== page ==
CAN, JP, US, INT)
Written and Illustrated by: Nicolas Debon
Published by: Groundwood Books
Published on: July 1, 2007
Happy Canada Day!
I chose this book today because Emily Carr is probably Canada's most famous artist. She captures a way of life in Pacific Canada that was soon changed irrevocably, and her respect for nature and modern methods are still influencing artists today.
This book is laid out as a graphic novel. There are still very few nonfiction historical graphic novel format books in English, but this is the main way kids in Japan read nonfiction in Japan. It's a really good format for encouraging reluctant readers. I think the typical kid to check out a biography of Emily Carr in junior high would probably be a girl interested in Canadian history or powerful women, or artsy kids. But the graphic novel style would appeal to many more.
Another good thing about this format is that there is no real competition between styles here. Picture book biographies about artists can be a minefield; how do you choose how to honour the artist without copying them? Here the panels are a totally different style, while still recognizing what Millie Carr is inspired by to paint.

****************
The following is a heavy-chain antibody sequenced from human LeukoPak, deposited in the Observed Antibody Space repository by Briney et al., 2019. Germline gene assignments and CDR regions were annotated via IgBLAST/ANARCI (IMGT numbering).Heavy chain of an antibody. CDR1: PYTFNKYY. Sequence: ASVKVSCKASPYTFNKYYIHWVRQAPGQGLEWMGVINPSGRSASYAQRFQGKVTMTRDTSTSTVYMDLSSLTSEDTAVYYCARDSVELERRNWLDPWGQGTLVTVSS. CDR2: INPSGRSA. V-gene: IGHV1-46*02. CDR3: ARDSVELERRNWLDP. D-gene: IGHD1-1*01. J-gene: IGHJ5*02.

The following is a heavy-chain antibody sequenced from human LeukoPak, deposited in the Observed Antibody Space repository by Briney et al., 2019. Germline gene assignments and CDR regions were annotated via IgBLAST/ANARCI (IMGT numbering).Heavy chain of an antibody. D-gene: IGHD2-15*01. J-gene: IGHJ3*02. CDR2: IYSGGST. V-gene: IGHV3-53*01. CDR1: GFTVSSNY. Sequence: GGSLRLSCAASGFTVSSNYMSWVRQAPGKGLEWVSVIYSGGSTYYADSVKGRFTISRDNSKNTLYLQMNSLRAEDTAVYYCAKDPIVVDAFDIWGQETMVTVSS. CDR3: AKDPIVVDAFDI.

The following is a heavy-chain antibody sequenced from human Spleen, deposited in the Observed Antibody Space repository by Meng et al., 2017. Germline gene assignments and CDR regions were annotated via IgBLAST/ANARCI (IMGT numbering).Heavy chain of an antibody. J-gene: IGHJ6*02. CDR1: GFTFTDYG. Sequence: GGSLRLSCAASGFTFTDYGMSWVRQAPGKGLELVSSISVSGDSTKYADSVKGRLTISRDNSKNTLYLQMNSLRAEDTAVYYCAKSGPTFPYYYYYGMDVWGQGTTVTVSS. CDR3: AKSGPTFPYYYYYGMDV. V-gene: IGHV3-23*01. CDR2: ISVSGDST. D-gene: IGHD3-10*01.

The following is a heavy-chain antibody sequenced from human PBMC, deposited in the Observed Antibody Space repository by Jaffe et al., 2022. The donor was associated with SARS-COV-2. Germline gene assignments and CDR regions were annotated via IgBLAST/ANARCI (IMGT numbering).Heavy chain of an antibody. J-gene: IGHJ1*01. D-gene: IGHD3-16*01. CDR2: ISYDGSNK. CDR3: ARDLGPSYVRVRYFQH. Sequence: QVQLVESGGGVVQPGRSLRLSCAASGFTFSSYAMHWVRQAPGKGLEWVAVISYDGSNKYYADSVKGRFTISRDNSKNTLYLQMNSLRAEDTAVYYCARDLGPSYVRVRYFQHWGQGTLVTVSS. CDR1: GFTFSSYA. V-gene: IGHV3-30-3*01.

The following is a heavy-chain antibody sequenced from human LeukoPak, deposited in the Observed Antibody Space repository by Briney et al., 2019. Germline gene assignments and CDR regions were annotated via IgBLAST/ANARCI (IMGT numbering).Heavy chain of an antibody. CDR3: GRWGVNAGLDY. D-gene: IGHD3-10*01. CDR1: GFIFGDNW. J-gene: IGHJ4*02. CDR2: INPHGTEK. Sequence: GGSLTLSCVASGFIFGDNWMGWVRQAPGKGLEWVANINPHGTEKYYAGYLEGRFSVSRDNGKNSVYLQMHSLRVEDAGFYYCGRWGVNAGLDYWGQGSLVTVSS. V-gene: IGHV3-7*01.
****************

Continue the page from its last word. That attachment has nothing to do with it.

The book is divided into four parts, so each of Carr's pictures symbolizes a time period and artistic style in her life. The themes of depression, standing out from society, and the meaning of art make this more suitable to junior high students and older than for younger kids. Not only does it introduce Carr and the Group of Seven, it also gives a glimpse into Victorian times and turn-of-the-century Canadian society.
I have mentioned here before that I love it when a publisher prints something on the inside covers of a book. The endpapers of this book are beautiful, a collection of Carr's sketches of Coastal First Nations motifs including the totems for which she is famous on a beautiful red paper. The quality is first-rate, just like the rest of the book.